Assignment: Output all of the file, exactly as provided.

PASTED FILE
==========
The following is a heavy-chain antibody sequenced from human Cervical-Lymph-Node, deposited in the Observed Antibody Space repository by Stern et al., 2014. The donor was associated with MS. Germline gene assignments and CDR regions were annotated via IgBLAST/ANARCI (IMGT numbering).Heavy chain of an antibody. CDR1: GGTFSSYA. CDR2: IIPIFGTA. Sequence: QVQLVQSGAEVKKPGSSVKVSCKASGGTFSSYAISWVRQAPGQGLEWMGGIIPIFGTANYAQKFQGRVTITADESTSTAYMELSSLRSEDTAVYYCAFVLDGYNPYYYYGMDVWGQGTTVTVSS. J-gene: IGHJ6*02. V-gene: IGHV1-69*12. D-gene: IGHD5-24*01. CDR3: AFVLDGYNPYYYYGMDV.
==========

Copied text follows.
The following is a heavy-chain antibody sequenced from human Cervical-Lymph-Node, deposited in the Observed Antibody Space repository by Stern et al., 2014. The donor was associated with MS. Germline gene assignments and CDR regions were annotated via IgBLAST/ANARCI (IMGT numbering).Heavy chain of an antibody. CDR1: GGTFSSYA. CDR2: IIPIFGTA. Sequence: QVQLVQSGAEVKKPGSSVKVSCKASGGTFSSYAISWVRQAPGQGLEWMGGIIPIFGTANYAQKFQGRVTITADESTSTAYMELSSLRSEDTAVYYCAFVLDGYNPYYYYGMDVWGQGTTVTVSS. J-gene: IGHJ6*02. V-gene: IGHV1-69*12. D-gene: IGHD5-24*01. CDR3: AFVLDGYNPYYYYGMDV.